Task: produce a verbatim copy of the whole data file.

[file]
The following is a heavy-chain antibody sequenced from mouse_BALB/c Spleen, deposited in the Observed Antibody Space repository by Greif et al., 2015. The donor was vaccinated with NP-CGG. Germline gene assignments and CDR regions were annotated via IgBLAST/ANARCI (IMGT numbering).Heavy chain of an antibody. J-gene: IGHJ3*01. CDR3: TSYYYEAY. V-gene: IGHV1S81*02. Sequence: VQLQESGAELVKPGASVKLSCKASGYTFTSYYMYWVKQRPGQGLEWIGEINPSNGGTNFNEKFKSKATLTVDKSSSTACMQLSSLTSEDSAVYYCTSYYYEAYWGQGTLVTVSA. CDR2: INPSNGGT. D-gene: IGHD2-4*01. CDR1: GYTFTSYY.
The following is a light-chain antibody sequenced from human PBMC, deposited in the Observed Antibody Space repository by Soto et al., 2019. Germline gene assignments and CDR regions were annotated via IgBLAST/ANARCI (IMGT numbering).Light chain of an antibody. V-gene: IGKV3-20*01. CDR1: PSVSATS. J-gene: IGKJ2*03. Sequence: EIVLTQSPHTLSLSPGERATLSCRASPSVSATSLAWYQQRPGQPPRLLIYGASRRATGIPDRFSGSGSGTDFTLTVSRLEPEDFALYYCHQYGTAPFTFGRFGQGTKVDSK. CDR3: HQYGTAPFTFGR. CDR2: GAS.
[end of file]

The following is a heavy-chain antibody sequenced from mouse_BALB/c Spleen, deposited in the Observed Antibody Space repository by Greif et al., 2015. The donor was vaccinated with NP-CGG. Germline gene assignments and CDR regions were annotated via IgBLAST/ANARCI (IMGT numbering).Heavy chain of an antibody. J-gene: IGHJ3*01. CDR3: TSYYYEAY. V-gene: IGHV1S81*02. Sequence: VQLQESGAELVKPGASVKLSCKASGYTFTSYYMYWVKQRPGQGLEWIGEINPSNGGTNFNEKFKSKATLTVDKSSSTACMQLSSLTSEDSAVYYCTSYYYEAYWGQGTLVTVSA. CDR2: INPSNGGT. D-gene: IGHD2-4*01. CDR1: GYTFTSYY.
The following is a light-chain antibody sequenced from human PBMC, deposited in the Observed Antibody Space repository by Soto et al., 2019. Germline gene assignments and CDR regions were annotated via IgBLAST/ANARCI (IMGT numbering).Light chain of an antibody. V-gene: IGKV3-20*01. CDR1: PSVSATS. J-gene: IGKJ2*03. Sequence: EIVLTQSPHTLSLSPGERATLSCRASPSVSATSLAWYQQRPGQPPRLLIYGASRRATGIPDRFSGSGSGTDFTLTVSRLEPEDFALYYCHQYGTAPFTFGRFGQGTKVDSK. CDR3: HQYGTAPFTFGR. CDR2: GAS.